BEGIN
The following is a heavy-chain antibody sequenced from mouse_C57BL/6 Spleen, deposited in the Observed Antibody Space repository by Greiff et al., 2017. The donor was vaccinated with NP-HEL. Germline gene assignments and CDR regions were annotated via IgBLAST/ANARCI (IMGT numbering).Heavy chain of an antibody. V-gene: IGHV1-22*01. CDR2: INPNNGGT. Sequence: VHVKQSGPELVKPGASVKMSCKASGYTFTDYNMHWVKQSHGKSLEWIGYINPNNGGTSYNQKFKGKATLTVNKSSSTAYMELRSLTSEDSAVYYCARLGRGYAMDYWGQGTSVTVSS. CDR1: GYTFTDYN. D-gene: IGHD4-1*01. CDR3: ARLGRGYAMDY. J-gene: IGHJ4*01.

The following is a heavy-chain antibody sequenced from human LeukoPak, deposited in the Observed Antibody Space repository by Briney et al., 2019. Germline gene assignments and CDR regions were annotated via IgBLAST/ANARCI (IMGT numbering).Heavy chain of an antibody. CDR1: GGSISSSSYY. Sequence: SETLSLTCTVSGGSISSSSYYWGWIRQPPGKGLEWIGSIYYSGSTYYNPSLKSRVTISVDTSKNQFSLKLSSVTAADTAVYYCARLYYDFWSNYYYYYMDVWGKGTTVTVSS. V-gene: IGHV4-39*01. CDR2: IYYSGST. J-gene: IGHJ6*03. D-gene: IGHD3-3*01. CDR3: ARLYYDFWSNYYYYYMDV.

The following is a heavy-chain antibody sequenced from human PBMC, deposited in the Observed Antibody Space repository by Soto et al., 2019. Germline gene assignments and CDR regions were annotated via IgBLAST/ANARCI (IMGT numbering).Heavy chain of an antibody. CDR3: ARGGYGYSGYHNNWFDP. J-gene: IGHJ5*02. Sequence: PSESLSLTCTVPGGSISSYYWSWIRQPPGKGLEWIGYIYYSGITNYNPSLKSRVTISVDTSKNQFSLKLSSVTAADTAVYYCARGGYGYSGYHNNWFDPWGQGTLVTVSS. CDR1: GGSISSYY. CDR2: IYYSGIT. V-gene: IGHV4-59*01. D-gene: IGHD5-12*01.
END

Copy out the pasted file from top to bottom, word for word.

The following is a heavy-chain antibody sequenced from mouse_C57BL/6 Spleen, deposited in the Observed Antibody Space repository by Greiff et al., 2017. The donor was vaccinated with NP-HEL. Germline gene assignments and CDR regions were annotated via IgBLAST/ANARCI (IMGT numbering).Heavy chain of an antibody. V-gene: IGHV1-22*01. CDR2: INPNNGGT. Sequence: VHVKQSGPELVKPGASVKMSCKASGYTFTDYNMHWVKQSHGKSLEWIGYINPNNGGTSYNQKFKGKATLTVNKSSSTAYMELRSLTSEDSAVYYCARLGRGYAMDYWGQGTSVTVSS. CDR1: GYTFTDYN. D-gene: IGHD4-1*01. CDR3: ARLGRGYAMDY. J-gene: IGHJ4*01.

The following is a heavy-chain antibody sequenced from human LeukoPak, deposited in the Observed Antibody Space repository by Briney et al., 2019. Germline gene assignments and CDR regions were annotated via IgBLAST/ANARCI (IMGT numbering).Heavy chain of an antibody. CDR1: GGSISSSSYY. Sequence: SETLSLTCTVSGGSISSSSYYWGWIRQPPGKGLEWIGSIYYSGSTYYNPSLKSRVTISVDTSKNQFSLKLSSVTAADTAVYYCARLYYDFWSNYYYYYMDVWGKGTTVTVSS. V-gene: IGHV4-39*01. CDR2: IYYSGST. J-gene: IGHJ6*03. D-gene: IGHD3-3*01. CDR3: ARLYYDFWSNYYYYYMDV.

The following is a heavy-chain antibody sequenced from human PBMC, deposited in the Observed Antibody Space repository by Soto et al., 2019. Germline gene assignments and CDR regions were annotated via IgBLAST/ANARCI (IMGT numbering).Heavy chain of an antibody. CDR3: ARGGYGYSGYHNNWFDP. J-gene: IGHJ5*02. Sequence: PSESLSLTCTVPGGSISSYYWSWIRQPPGKGLEWIGYIYYSGITNYNPSLKSRVTISVDTSKNQFSLKLSSVTAADTAVYYCARGGYGYSGYHNNWFDPWGQGTLVTVSS. CDR1: GGSISSYY. CDR2: IYYSGIT. V-gene: IGHV4-59*01. D-gene: IGHD5-12*01.